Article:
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Transfusion. 2019 Aug 13. doi: 10.1111/trf.15484. [Epub ahead of print]

Acute Zika virus infection in an asymptomatic blood donor at the onset of the Puerto Rico epidemic.

Author information

1
Scientific Affairs, American Red Cross, Gaithersburg, Maryland.
2
Department of Laboratory Medicine, University of California, San Francisco, San Francisco, California.
3
UCSF-Abbott Viral Diagnostics and Discovery Center, San Francisco, California.
4
Cerus Corporation, Concord, California.

Abstract

BACKGROUND:

Zika virus (ZIKV) spread to Puerto Rico likely originated from southeastern Brazil approximately 8.5 months earlier than blood donation screening for ZIKV was initiated, but the time of ZIKV introduction in the blood donor population remains unknown.

METHODS:

To better understand when arboviral infections first appeared in the blood donor pool in Puerto Rico, we retrospectively screened for ZIKV RNA (as well as chikungunya [CHIKV] and dengue [DENV] viral RNA) a repository of 1186 linked blood donor and recipient samples collected from February 2015 to May 2016 as an endpoint efficacy measure following the introduction of platelet pathogen reduction (PR). Phylogenetic analysis identified relatedness of donor strain to other circulating strains, and molecular clock analysis identified the estimated time of introduction.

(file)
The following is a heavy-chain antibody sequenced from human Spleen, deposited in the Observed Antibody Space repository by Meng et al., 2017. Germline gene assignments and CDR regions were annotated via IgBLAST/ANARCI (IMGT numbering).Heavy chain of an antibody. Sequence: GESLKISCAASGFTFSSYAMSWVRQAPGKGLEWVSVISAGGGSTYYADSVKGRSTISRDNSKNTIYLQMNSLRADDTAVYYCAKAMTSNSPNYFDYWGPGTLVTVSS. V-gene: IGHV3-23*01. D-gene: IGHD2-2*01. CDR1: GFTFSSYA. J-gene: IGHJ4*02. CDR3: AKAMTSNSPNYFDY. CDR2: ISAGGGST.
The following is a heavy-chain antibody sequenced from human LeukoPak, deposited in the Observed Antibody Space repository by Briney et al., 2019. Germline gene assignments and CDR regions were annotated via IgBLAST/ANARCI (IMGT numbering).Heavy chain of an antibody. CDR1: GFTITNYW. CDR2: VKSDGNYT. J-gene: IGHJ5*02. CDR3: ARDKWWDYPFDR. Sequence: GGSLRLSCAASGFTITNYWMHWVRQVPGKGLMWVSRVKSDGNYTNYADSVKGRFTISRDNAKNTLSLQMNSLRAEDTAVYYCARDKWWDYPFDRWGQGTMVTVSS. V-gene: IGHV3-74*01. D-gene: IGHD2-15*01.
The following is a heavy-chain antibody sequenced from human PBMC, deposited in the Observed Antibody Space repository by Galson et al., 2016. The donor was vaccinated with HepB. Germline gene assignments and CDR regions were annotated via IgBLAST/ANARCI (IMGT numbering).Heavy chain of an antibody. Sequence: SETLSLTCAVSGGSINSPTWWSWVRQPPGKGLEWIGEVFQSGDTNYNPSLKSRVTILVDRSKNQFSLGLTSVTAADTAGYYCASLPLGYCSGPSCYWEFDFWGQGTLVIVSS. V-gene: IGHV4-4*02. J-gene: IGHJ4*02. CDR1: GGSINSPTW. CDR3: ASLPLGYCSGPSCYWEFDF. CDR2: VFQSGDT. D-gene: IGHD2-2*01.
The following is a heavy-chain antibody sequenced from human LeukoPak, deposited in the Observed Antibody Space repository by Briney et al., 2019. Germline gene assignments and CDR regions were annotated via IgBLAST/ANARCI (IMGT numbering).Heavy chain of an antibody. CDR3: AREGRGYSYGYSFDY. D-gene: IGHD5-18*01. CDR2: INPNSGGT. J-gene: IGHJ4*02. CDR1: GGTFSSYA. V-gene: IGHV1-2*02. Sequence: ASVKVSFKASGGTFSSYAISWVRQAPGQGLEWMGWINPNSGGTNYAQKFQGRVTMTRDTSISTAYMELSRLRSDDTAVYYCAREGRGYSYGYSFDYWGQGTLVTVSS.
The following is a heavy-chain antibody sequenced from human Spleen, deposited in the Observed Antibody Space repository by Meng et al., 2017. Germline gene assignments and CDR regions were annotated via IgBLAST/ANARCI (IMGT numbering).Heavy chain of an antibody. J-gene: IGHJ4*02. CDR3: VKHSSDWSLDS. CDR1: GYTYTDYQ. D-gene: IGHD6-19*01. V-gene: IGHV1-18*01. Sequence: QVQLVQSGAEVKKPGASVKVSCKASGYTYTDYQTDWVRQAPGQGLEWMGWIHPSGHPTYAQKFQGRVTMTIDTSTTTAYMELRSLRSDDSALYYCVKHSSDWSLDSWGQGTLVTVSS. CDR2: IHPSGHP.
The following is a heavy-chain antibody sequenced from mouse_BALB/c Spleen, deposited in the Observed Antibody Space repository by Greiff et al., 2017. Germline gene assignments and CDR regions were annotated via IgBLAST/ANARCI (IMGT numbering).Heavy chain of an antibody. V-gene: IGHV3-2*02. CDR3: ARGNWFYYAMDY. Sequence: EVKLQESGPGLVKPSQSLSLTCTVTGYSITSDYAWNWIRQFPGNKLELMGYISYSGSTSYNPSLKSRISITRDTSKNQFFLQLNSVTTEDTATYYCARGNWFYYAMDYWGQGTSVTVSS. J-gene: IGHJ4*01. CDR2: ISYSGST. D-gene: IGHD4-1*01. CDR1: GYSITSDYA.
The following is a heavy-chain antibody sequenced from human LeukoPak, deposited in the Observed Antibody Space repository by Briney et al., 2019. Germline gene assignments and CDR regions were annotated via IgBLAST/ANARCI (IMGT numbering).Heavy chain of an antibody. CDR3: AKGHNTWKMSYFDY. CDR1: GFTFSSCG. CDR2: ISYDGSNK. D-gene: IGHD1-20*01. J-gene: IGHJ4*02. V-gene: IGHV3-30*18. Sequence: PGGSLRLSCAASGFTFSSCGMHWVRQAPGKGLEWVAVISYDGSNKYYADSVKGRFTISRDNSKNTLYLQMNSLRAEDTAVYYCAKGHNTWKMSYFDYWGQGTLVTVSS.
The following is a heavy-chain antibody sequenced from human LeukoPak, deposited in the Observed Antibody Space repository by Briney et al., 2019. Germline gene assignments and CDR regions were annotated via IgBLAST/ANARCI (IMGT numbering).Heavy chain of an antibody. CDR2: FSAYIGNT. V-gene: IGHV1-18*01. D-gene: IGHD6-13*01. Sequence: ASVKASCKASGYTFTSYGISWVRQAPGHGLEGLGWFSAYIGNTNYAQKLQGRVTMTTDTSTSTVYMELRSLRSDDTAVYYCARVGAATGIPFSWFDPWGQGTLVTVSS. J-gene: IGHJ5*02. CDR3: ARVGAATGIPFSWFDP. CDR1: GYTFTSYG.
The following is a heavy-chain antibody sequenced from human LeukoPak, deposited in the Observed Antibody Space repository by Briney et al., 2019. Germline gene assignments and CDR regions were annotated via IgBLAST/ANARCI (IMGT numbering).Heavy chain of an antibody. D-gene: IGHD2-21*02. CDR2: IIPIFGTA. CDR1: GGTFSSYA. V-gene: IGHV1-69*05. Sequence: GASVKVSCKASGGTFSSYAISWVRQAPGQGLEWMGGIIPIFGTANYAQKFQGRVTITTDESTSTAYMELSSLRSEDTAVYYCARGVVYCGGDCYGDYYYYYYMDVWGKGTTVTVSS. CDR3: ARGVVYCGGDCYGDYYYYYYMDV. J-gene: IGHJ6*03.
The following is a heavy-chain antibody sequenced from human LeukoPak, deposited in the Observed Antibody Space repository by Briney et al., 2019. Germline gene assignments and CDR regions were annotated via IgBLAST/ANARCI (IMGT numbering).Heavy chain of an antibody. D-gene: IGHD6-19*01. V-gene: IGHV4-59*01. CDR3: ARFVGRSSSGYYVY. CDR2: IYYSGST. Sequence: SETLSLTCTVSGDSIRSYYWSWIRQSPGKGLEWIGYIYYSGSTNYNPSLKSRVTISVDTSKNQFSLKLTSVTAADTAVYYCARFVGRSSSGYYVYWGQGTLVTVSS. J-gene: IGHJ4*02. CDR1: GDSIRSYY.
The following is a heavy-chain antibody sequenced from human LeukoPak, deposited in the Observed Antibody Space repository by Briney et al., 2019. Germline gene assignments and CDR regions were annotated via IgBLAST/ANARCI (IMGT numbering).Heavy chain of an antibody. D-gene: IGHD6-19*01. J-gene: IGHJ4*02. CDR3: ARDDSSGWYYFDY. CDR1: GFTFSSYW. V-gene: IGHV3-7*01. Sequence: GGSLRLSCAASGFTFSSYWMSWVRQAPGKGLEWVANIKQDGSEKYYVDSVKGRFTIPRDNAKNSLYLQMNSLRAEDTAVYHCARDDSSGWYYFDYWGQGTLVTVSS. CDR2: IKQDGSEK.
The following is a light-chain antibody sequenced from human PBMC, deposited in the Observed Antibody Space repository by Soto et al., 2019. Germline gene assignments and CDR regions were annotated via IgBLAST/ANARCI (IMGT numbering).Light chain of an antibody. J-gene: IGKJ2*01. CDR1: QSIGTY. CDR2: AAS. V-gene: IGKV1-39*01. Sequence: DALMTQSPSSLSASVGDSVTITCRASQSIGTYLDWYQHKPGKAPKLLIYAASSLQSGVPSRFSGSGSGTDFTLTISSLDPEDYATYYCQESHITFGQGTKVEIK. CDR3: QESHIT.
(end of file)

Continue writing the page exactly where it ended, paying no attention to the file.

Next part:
RESULTS:

An asymptomatic donor collected in December 2015 was ZIKV RNA confirmed positive, 4 months BEFORE investigational nucleic acid testing (NAT) implementation in April 2016, coincident and related to the first reported autochthonous cases. No CHIKV RNA or DENV RNA reactives were identified in donors or recipients, and no adverse events were reported from PR use in recipients. Phylogenetic analysis confirmed the molecular relatedness of the donor ZIKV strain to the Puerto Rico lineage likely introduced approximately 4.5 months earlier.

CONCLUSION:

This study identified an asymptomatic ZIKV infection in a blood donor occurring before those previously recognized by blood donation screening. NAT and PR continue to be used as acceptable strategies to prevent transfusion-transmitted arboviral infections worldwide; however, repeated arboviral outbreaks warrant consideration of PR as a more proactive approach.

PMID:
31407817
DOI:
10.1111/trf.15484

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